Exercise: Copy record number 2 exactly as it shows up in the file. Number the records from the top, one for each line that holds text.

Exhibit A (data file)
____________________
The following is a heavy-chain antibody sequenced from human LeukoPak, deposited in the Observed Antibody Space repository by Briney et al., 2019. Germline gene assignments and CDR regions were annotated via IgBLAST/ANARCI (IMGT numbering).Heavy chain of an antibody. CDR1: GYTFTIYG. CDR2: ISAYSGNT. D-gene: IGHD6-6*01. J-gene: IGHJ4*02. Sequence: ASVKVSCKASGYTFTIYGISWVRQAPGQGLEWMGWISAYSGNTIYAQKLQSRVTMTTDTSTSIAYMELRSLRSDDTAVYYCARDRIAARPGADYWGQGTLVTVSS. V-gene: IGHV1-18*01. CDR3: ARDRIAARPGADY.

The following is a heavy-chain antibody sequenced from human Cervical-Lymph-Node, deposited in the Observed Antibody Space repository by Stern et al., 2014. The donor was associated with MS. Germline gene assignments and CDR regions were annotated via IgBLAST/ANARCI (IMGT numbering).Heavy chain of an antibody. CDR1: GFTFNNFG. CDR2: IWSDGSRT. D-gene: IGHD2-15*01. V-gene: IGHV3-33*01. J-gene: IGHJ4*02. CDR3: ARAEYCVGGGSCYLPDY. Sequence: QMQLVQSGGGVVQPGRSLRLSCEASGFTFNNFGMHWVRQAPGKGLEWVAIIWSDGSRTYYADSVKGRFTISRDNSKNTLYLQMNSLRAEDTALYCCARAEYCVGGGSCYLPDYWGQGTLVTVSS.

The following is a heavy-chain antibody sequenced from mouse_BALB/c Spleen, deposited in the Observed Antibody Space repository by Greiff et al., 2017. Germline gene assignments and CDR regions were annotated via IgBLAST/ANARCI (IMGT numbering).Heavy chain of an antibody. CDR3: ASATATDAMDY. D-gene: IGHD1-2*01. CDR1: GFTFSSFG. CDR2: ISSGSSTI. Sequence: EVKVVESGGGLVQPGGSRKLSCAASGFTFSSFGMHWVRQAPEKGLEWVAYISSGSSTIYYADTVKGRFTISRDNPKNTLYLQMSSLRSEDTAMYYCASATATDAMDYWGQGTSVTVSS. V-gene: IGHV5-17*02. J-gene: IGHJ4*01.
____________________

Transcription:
The following is a heavy-chain antibody sequenced from human Cervical-Lymph-Node, deposited in the Observed Antibody Space repository by Stern et al., 2014. The donor was associated with MS. Germline gene assignments and CDR regions were annotated via IgBLAST/ANARCI (IMGT numbering).Heavy chain of an antibody. CDR1: GFTFNNFG. CDR2: IWSDGSRT. D-gene: IGHD2-15*01. V-gene: IGHV3-33*01. J-gene: IGHJ4*02. CDR3: ARAEYCVGGGSCYLPDY. Sequence: QMQLVQSGGGVVQPGRSLRLSCEASGFTFNNFGMHWVRQAPGKGLEWVAIIWSDGSRTYYADSVKGRFTISRDNSKNTLYLQMNSLRAEDTALYCCARAEYCVGGGSCYLPDYWGQGTLVTVSS.